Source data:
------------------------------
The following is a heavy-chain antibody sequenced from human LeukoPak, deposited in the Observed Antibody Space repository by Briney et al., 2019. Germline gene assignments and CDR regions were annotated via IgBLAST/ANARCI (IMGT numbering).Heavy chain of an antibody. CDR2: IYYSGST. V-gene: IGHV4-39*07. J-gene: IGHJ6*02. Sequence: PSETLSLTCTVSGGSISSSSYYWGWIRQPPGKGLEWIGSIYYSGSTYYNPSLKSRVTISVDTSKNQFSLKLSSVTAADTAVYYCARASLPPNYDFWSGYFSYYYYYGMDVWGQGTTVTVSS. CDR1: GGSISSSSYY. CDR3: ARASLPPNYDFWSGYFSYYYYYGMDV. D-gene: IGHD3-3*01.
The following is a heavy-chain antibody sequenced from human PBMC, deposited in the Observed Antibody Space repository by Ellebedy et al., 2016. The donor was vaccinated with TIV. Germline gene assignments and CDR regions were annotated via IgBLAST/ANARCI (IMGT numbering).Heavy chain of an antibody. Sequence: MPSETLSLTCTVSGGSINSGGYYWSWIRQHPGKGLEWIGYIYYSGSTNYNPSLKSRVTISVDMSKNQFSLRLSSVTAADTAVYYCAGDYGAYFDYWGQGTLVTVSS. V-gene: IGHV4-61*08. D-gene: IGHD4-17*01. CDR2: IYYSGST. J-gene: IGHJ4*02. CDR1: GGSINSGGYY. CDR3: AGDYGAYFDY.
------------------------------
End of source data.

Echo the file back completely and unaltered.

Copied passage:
The following is a heavy-chain antibody sequenced from human LeukoPak, deposited in the Observed Antibody Space repository by Briney et al., 2019. Germline gene assignments and CDR regions were annotated via IgBLAST/ANARCI (IMGT numbering).Heavy chain of an antibody. CDR2: IYYSGST. V-gene: IGHV4-39*07. J-gene: IGHJ6*02. Sequence: PSETLSLTCTVSGGSISSSSYYWGWIRQPPGKGLEWIGSIYYSGSTYYNPSLKSRVTISVDTSKNQFSLKLSSVTAADTAVYYCARASLPPNYDFWSGYFSYYYYYGMDVWGQGTTVTVSS. CDR1: GGSISSSSYY. CDR3: ARASLPPNYDFWSGYFSYYYYYGMDV. D-gene: IGHD3-3*01.
The following is a heavy-chain antibody sequenced from human PBMC, deposited in the Observed Antibody Space repository by Ellebedy et al., 2016. The donor was vaccinated with TIV. Germline gene assignments and CDR regions were annotated via IgBLAST/ANARCI (IMGT numbering).Heavy chain of an antibody. Sequence: MPSETLSLTCTVSGGSINSGGYYWSWIRQHPGKGLEWIGYIYYSGSTNYNPSLKSRVTISVDMSKNQFSLRLSSVTAADTAVYYCAGDYGAYFDYWGQGTLVTVSS. V-gene: IGHV4-61*08. D-gene: IGHD4-17*01. CDR2: IYYSGST. J-gene: IGHJ4*02. CDR1: GGSINSGGYY. CDR3: AGDYGAYFDY.